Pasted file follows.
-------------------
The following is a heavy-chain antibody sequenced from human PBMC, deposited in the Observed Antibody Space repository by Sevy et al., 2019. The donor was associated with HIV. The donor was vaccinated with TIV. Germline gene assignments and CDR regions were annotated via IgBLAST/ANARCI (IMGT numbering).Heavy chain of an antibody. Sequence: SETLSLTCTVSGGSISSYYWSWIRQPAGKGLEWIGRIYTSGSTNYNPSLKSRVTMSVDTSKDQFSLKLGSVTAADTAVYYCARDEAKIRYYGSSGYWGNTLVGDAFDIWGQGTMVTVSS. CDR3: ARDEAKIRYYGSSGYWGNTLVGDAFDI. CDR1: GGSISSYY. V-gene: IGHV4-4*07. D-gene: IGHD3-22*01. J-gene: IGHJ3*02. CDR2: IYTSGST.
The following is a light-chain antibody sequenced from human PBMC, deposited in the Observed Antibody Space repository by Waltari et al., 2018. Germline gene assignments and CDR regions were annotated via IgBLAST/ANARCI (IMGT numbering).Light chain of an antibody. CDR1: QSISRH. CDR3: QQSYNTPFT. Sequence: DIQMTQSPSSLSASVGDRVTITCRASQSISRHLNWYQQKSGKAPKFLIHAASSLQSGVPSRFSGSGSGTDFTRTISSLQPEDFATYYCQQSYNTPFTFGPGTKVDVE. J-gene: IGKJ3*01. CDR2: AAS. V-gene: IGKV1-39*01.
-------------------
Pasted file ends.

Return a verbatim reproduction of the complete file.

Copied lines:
The following is a heavy-chain antibody sequenced from human PBMC, deposited in the Observed Antibody Space repository by Sevy et al., 2019. The donor was associated with HIV. The donor was vaccinated with TIV. Germline gene assignments and CDR regions were annotated via IgBLAST/ANARCI (IMGT numbering).Heavy chain of an antibody. Sequence: SETLSLTCTVSGGSISSYYWSWIRQPAGKGLEWIGRIYTSGSTNYNPSLKSRVTMSVDTSKDQFSLKLGSVTAADTAVYYCARDEAKIRYYGSSGYWGNTLVGDAFDIWGQGTMVTVSS. CDR3: ARDEAKIRYYGSSGYWGNTLVGDAFDI. CDR1: GGSISSYY. V-gene: IGHV4-4*07. D-gene: IGHD3-22*01. J-gene: IGHJ3*02. CDR2: IYTSGST.
The following is a light-chain antibody sequenced from human PBMC, deposited in the Observed Antibody Space repository by Waltari et al., 2018. Germline gene assignments and CDR regions were annotated via IgBLAST/ANARCI (IMGT numbering).Light chain of an antibody. CDR1: QSISRH. CDR3: QQSYNTPFT. Sequence: DIQMTQSPSSLSASVGDRVTITCRASQSISRHLNWYQQKSGKAPKFLIHAASSLQSGVPSRFSGSGSGTDFTRTISSLQPEDFATYYCQQSYNTPFTFGPGTKVDVE. J-gene: IGKJ3*01. CDR2: AAS. V-gene: IGKV1-39*01.